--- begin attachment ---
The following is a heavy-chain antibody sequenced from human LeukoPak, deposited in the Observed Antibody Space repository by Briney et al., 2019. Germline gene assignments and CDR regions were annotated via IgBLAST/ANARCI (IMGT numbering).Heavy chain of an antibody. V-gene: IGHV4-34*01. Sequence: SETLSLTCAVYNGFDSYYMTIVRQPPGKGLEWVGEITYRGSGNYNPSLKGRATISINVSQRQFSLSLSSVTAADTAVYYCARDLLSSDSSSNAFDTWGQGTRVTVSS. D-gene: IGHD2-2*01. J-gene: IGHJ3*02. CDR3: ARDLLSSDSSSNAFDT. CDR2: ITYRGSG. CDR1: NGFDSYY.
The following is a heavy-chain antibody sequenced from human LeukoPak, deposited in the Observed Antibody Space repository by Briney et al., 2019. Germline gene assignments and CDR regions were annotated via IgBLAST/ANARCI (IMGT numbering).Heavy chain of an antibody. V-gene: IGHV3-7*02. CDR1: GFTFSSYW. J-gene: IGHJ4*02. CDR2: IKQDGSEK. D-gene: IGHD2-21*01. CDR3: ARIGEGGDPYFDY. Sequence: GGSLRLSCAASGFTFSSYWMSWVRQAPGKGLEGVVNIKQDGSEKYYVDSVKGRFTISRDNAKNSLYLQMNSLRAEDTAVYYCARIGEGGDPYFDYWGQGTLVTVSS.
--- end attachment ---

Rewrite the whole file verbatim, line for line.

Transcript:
The following is a heavy-chain antibody sequenced from human LeukoPak, deposited in the Observed Antibody Space repository by Briney et al., 2019. Germline gene assignments and CDR regions were annotated via IgBLAST/ANARCI (IMGT numbering).Heavy chain of an antibody. V-gene: IGHV4-34*01. Sequence: SETLSLTCAVYNGFDSYYMTIVRQPPGKGLEWVGEITYRGSGNYNPSLKGRATISINVSQRQFSLSLSSVTAADTAVYYCARDLLSSDSSSNAFDTWGQGTRVTVSS. D-gene: IGHD2-2*01. J-gene: IGHJ3*02. CDR3: ARDLLSSDSSSNAFDT. CDR2: ITYRGSG. CDR1: NGFDSYY.
The following is a heavy-chain antibody sequenced from human LeukoPak, deposited in the Observed Antibody Space repository by Briney et al., 2019. Germline gene assignments and CDR regions were annotated via IgBLAST/ANARCI (IMGT numbering).Heavy chain of an antibody. V-gene: IGHV3-7*02. CDR1: GFTFSSYW. J-gene: IGHJ4*02. CDR2: IKQDGSEK. D-gene: IGHD2-21*01. CDR3: ARIGEGGDPYFDY. Sequence: GGSLRLSCAASGFTFSSYWMSWVRQAPGKGLEGVVNIKQDGSEKYYVDSVKGRFTISRDNAKNSLYLQMNSLRAEDTAVYYCARIGEGGDPYFDYWGQGTLVTVSS.